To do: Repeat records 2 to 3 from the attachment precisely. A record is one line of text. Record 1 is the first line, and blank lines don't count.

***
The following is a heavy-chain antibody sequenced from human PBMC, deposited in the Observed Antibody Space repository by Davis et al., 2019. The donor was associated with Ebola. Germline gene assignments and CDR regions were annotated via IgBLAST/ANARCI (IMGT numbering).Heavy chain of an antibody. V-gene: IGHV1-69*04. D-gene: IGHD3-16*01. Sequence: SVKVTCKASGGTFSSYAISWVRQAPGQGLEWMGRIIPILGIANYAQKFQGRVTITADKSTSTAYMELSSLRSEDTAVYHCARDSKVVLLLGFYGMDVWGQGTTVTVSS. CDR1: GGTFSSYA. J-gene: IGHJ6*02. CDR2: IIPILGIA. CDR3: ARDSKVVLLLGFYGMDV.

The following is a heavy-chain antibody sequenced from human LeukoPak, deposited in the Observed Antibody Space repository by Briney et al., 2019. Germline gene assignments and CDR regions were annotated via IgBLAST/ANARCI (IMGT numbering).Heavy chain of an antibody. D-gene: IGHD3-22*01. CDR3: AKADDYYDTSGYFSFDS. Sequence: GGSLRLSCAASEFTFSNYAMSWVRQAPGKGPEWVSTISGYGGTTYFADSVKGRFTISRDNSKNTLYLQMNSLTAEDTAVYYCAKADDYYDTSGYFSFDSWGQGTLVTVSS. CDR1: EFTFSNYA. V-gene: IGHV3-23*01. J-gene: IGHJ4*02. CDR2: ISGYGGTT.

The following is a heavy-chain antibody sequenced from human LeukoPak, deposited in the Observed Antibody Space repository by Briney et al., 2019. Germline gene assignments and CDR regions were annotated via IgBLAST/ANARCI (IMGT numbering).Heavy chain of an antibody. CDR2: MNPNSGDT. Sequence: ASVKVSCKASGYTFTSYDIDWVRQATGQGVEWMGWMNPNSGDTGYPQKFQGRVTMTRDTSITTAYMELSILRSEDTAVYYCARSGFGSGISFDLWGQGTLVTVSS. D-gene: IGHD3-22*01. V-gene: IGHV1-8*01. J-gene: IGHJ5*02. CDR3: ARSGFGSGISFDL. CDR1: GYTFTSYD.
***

The following is a heavy-chain antibody sequenced from human LeukoPak, deposited in the Observed Antibody Space repository by Briney et al., 2019. Germline gene assignments and CDR regions were annotated via IgBLAST/ANARCI (IMGT numbering).Heavy chain of an antibody. D-gene: IGHD3-22*01. CDR3: AKADDYYDTSGYFSFDS. Sequence: GGSLRLSCAASEFTFSNYAMSWVRQAPGKGPEWVSTISGYGGTTYFADSVKGRFTISRDNSKNTLYLQMNSLTAEDTAVYYCAKADDYYDTSGYFSFDSWGQGTLVTVSS. CDR1: EFTFSNYA. V-gene: IGHV3-23*01. J-gene: IGHJ4*02. CDR2: ISGYGGTT.

The following is a heavy-chain antibody sequenced from human LeukoPak, deposited in the Observed Antibody Space repository by Briney et al., 2019. Germline gene assignments and CDR regions were annotated via IgBLAST/ANARCI (IMGT numbering).Heavy chain of an antibody. CDR2: MNPNSGDT. Sequence: ASVKVSCKASGYTFTSYDIDWVRQATGQGVEWMGWMNPNSGDTGYPQKFQGRVTMTRDTSITTAYMELSILRSEDTAVYYCARSGFGSGISFDLWGQGTLVTVSS. D-gene: IGHD3-22*01. V-gene: IGHV1-8*01. J-gene: IGHJ5*02. CDR3: ARSGFGSGISFDL. CDR1: GYTFTSYD.